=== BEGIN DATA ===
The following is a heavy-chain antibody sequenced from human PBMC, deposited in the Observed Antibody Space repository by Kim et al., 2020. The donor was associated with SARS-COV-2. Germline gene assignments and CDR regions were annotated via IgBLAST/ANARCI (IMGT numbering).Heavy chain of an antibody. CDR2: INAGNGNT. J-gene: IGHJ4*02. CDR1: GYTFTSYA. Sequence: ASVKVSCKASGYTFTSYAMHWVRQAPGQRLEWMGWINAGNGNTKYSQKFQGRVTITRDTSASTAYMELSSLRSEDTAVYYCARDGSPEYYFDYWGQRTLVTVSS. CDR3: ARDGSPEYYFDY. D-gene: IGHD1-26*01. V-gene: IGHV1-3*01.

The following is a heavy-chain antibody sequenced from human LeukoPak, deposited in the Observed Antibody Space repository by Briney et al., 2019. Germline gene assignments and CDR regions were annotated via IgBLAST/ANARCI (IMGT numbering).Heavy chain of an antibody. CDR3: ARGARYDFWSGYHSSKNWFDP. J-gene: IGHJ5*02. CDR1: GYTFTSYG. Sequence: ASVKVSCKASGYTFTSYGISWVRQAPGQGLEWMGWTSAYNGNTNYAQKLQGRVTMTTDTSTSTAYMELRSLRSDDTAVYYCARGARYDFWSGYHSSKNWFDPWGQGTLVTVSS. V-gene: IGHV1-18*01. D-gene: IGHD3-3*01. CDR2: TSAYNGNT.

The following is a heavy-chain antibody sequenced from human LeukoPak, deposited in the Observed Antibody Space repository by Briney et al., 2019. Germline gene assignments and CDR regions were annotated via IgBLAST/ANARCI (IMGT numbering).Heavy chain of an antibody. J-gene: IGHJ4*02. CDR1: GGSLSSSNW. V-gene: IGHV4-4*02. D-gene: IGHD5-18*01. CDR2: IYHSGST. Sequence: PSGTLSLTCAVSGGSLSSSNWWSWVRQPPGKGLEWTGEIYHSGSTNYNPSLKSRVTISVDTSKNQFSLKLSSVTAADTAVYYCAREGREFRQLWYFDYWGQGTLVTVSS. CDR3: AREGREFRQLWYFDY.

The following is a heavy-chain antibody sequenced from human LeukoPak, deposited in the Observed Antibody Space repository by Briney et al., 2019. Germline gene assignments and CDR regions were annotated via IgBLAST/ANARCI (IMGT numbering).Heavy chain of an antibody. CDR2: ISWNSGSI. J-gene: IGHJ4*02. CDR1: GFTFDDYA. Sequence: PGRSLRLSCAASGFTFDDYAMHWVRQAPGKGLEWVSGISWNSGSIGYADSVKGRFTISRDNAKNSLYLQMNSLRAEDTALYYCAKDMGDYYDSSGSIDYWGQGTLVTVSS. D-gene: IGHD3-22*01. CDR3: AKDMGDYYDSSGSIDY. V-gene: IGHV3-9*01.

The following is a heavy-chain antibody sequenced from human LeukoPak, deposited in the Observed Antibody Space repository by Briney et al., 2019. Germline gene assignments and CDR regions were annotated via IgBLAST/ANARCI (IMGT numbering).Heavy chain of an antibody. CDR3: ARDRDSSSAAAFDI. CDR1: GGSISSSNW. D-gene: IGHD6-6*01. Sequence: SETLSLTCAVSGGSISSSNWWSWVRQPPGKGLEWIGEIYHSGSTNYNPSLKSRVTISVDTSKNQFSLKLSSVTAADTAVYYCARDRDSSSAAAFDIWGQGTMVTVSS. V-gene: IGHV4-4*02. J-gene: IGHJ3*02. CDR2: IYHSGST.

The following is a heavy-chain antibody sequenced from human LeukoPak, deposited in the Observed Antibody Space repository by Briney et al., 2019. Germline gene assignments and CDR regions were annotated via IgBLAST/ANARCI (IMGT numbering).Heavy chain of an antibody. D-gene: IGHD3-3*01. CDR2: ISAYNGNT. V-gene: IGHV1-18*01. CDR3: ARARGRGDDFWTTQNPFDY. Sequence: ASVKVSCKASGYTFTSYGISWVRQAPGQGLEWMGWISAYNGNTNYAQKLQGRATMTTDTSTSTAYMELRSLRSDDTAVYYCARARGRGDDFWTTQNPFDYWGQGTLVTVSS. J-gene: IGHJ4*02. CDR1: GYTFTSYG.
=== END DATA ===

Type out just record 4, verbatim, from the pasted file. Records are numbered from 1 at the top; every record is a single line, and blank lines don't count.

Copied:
The following is a heavy-chain antibody sequenced from human LeukoPak, deposited in the Observed Antibody Space repository by Briney et al., 2019. Germline gene assignments and CDR regions were annotated via IgBLAST/ANARCI (IMGT numbering).Heavy chain of an antibody. CDR2: ISWNSGSI. J-gene: IGHJ4*02. CDR1: GFTFDDYA. Sequence: PGRSLRLSCAASGFTFDDYAMHWVRQAPGKGLEWVSGISWNSGSIGYADSVKGRFTISRDNAKNSLYLQMNSLRAEDTALYYCAKDMGDYYDSSGSIDYWGQGTLVTVSS. D-gene: IGHD3-22*01. CDR3: AKDMGDYYDSSGSIDY. V-gene: IGHV3-9*01.